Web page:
Writing to another old man, Rutherford points out to him the gracious purpose of God in appointing him his death in old age. ‘It is,’ says Rutherford, ’that you may have full leisure to look over all your accounts and papers before you take ship.’ What a tangle our papers also are in as life goes on; and what need we have of a time of leisure to set things right before we hand them over. Rutherford, therefore, makes us see old Carlton on his bed with his pillows propping him up, and a drawer open on the bed, and bundles of old letters and bills spread out before him. Old love letters; old business letters; his mother’s letters to him when he was a boy at Edinburgh College; letters in cipher that no human eye can read but those old, bleared, weeping eyes that fill that too late drawer with their tears. The old voyager is looking over his papers before he takes ship. And he comes on things he had totally forgotten: debts he had thought paid; petitions he had thought answered; promises he had thought fulfilled; till he calls young Carlton, his son, to his bedside, and tells him things that break both men’s hearts to say and to hear; and commits to his son and heir sad duties that should never have been due; debts, promises, obligations, reparations, such that, to remember them, is a terrible experience on an old man’s deathbed. But what mercy that he was not carried off, and his drawer unopened!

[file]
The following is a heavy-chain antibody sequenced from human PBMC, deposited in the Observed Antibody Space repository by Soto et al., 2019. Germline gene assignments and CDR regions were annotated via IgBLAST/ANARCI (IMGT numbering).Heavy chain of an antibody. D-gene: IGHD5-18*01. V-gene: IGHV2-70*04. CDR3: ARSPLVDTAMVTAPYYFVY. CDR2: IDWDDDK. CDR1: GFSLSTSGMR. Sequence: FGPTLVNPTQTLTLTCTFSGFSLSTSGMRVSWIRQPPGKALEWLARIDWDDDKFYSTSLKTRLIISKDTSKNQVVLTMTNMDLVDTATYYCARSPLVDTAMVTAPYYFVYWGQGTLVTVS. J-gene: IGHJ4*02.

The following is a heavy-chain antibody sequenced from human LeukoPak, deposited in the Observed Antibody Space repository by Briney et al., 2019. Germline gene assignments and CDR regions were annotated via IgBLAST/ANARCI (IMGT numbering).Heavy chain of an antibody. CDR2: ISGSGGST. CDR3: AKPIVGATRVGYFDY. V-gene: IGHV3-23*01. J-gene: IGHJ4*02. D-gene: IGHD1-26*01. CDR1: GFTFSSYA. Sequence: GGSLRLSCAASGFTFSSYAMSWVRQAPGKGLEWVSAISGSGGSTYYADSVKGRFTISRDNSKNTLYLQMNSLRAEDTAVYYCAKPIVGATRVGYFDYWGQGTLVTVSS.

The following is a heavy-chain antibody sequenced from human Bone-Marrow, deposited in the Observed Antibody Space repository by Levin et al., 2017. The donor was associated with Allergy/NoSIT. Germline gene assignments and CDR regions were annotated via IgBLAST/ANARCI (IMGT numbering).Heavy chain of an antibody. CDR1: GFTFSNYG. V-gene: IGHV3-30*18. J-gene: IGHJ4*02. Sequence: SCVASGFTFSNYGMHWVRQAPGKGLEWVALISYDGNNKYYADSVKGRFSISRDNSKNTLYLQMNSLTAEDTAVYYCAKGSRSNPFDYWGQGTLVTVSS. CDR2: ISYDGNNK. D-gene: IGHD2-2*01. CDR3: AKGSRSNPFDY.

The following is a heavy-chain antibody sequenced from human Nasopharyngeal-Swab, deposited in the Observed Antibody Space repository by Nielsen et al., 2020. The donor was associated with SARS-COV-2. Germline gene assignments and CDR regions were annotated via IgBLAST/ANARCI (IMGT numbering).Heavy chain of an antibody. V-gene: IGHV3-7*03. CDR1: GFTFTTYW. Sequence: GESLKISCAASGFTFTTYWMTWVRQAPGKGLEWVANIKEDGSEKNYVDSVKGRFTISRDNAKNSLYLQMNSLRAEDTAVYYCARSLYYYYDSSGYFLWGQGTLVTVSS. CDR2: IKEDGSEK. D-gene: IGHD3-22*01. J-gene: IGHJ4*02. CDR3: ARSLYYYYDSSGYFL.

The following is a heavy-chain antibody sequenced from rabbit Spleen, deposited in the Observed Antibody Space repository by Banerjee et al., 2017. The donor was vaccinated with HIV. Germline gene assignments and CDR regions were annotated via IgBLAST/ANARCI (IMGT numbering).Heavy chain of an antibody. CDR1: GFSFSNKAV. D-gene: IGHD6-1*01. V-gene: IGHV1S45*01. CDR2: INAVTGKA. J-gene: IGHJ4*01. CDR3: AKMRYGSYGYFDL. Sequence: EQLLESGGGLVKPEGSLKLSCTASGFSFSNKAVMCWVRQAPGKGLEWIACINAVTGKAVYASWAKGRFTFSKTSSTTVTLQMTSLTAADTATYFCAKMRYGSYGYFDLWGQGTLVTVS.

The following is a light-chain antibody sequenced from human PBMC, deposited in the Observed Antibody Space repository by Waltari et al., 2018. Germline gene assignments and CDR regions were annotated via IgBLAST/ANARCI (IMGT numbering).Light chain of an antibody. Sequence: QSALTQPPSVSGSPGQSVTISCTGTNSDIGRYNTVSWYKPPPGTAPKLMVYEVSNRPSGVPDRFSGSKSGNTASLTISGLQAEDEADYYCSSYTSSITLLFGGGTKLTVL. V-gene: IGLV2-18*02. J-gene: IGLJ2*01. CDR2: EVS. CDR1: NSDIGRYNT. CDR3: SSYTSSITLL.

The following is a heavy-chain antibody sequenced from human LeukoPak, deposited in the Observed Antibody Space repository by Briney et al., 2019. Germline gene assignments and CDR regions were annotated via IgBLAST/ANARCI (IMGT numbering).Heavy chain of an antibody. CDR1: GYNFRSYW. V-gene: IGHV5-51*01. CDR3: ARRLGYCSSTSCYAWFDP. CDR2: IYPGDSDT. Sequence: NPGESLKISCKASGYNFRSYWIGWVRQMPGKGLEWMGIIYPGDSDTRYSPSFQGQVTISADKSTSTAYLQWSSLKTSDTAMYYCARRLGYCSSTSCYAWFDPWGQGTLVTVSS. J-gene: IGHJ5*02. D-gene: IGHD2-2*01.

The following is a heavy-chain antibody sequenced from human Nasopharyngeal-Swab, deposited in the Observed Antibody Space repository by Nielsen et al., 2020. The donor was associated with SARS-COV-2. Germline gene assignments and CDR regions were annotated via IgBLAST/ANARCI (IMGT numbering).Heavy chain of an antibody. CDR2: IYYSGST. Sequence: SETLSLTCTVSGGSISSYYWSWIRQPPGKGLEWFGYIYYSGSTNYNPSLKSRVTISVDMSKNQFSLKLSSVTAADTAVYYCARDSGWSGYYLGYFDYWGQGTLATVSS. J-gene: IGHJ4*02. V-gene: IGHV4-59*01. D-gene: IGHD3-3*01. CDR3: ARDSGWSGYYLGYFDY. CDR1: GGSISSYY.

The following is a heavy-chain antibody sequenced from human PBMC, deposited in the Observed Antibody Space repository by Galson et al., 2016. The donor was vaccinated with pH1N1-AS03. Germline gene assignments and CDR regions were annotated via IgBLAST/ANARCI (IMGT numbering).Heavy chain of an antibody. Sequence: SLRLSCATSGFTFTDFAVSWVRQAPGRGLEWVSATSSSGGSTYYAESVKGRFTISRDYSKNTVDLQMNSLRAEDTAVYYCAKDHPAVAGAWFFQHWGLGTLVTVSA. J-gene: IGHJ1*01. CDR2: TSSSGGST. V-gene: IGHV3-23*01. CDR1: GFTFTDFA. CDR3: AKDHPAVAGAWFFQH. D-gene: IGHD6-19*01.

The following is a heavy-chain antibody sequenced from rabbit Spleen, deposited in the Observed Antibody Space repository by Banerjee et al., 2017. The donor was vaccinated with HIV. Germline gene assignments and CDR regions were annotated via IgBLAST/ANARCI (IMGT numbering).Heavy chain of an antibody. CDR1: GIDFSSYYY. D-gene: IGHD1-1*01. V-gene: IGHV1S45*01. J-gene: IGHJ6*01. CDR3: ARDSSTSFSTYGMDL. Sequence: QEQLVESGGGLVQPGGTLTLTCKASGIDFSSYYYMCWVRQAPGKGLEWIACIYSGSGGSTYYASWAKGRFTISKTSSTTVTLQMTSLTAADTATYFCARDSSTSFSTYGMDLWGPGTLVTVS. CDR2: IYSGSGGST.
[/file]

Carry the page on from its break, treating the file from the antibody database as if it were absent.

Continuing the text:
Now, speaking of taking ship, when we are preparing for a voyage, and a visit to another country and another city, we ‘read up,’ as we say, before we set sail. Before we start for Rome we read our Tacitus and our Horace, our Gibbon and our Merivale. If it is Florence we take down Vasari and Dante, Lord Lindsay and Mrs. Jamieson, and so on. Now, if Eternity holds for us a new world, with cities and peoples that are all new to us, should we not prepare ourselves for them also? Have you, then, laid in a library for your old age, when, like old Carlton, you will be lying waiting at the water-side? What books do you read when you wish to put on the mind of a man who intends to die well? ’Read to me where I first cast my anchor,’ said John Knox, when dying, to his weeping wife. Does your wife know where you first cast your anchor? Does she know already what to read to you when you are preparing for the last voyage?
And then, having prepared for, and practised dying well, play the man and perform it well when the day comes. ‘Die as your father died,’ says Rutherford to Kennedy. Now, that is too much to ask of any man, because old Hugh Kennedy’s deathbed was what it was by the special grace of God. You cannot command any man to die in rapture. But Rutherford does not mean that, as he is careful to explain. He means, as he says, ’die believing.’ It will be your last act as a believer, therefore do it well. You have been practising faith all your days; show that practice makes perfection at the end. As Rutherford said